Coronary Artery Disease Case Study

Coronary Artery Disease
Levi Gatherwright
Morehead State University Coronary Artery Disease
Coronary Artery Disease, CAD for short, is caused by a buildup of plaque in the coronary arteries that supply the heart with oxygenated blood. The plaque (Atheroma) is a waxy like substance that consists of calcium, lipid compounds, and blood clotting compounds such as macrophages and fibrin. The buildup takes many years to accumulate; the plaque eventually swells the arterial wall restricting blood flow to the heart. This is called ischemia. Ischemia causes damage to the surrounding tissue due to the lack of blood flow, which results in slowed cellular metabolism. According to the Texas Heart Institute (2014), plaque is categorized into two types:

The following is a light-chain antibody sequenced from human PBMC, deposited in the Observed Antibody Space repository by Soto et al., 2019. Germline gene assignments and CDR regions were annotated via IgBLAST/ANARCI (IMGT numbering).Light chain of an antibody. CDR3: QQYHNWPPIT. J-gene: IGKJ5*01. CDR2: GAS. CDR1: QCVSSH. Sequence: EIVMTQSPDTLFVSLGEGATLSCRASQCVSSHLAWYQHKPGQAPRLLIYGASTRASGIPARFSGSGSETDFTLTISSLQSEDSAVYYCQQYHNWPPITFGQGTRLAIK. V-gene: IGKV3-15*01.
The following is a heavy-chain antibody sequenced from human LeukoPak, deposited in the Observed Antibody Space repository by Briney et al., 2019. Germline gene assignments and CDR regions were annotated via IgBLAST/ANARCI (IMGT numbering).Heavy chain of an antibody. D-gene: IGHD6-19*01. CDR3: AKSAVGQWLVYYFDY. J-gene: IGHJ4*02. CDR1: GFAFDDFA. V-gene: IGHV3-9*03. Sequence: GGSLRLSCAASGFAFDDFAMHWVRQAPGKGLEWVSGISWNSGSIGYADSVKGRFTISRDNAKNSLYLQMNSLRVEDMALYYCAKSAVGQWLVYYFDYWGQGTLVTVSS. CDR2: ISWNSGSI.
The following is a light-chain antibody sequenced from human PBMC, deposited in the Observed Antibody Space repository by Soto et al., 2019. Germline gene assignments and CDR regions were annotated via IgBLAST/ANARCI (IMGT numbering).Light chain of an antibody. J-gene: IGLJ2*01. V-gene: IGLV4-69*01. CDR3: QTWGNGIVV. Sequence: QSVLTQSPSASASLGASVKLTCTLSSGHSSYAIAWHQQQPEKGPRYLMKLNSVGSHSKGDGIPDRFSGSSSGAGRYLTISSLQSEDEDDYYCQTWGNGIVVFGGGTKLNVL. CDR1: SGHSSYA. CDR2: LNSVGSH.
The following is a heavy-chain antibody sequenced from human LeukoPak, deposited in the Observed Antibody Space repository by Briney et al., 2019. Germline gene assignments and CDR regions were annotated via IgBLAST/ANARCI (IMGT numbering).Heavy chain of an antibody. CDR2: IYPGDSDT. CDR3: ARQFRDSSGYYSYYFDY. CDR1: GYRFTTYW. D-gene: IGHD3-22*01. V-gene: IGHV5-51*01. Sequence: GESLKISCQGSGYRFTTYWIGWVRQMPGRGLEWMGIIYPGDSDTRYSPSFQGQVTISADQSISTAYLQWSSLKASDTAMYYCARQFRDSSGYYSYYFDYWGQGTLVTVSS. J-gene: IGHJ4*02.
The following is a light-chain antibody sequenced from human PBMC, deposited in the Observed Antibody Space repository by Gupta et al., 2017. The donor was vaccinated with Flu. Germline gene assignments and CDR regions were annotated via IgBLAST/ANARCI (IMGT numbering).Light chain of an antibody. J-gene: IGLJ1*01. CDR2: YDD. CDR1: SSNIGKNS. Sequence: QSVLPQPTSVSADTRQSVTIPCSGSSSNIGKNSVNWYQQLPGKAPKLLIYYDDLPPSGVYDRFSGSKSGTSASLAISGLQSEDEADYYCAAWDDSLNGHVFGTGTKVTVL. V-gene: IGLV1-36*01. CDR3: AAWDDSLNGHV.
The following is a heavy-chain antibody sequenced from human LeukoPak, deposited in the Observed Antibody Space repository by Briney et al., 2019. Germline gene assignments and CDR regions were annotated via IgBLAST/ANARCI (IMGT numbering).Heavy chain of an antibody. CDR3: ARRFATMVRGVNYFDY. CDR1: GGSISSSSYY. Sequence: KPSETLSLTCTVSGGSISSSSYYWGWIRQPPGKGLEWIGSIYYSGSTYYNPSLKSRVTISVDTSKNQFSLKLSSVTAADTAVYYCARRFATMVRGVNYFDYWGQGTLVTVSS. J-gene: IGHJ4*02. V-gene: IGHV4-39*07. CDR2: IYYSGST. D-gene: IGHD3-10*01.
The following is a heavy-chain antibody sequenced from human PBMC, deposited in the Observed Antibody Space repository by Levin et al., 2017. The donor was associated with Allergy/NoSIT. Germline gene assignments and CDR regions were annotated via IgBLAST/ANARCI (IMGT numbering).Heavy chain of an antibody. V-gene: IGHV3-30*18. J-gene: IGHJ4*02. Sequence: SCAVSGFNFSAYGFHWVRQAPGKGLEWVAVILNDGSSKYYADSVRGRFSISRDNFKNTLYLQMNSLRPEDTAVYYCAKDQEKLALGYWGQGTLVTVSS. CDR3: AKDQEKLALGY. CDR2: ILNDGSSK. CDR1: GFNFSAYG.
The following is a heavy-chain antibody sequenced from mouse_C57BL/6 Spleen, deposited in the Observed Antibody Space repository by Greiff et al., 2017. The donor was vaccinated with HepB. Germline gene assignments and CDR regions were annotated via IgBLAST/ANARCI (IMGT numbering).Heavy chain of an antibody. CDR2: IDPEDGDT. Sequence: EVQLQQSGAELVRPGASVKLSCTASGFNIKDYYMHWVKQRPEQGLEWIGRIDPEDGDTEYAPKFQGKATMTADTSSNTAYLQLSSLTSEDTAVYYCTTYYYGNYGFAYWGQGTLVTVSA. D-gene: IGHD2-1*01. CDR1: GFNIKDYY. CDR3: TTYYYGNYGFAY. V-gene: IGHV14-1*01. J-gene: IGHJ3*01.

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(American Heart Association, 2014) While CAD can be asymptomatic, some typical symptoms include angina, shortness of breath, irregular heartbeat, difficulty swallowing, indigestion, nausea, vomiting, light-headedness, pain or discomfort in in the arms, shoulders, back, neck, jaw, or stomach.(Cleveland Clinic, 2014) If a patient conveys symptoms, a stress echocardiography can be used to diagnose CAD, but the first tests given will usually be an electrocardiogram and a blood test. Other tests include Coronary Angiography and Cardiac Catheterization, Positron Emission Tomography (PET scanning), Intravascular Ultrasound, and Magnetic Resonance Imaging. In addition, Multifunction Cardiogram is currently being tested as a non-invasive way to detect coronary ischemia, and for physicians to make a quick and accurate diagnosis. (Premier Heart, 2014) Electron Beam Tomography, however, may be used to produce a better image of the heart and correlate the severity of atherosclerosis in asymptomatic patients creating a calcium volume score. (The Mount Sinai Hospital, 2014) Complications that can result from CAD can cause heart failure, ventricular arrhythmia, which may lead to ventricular fibrillation, heart attack, and stroke. It is vital to seek attention from a health care professional when one believes he or she is having a heart attack or

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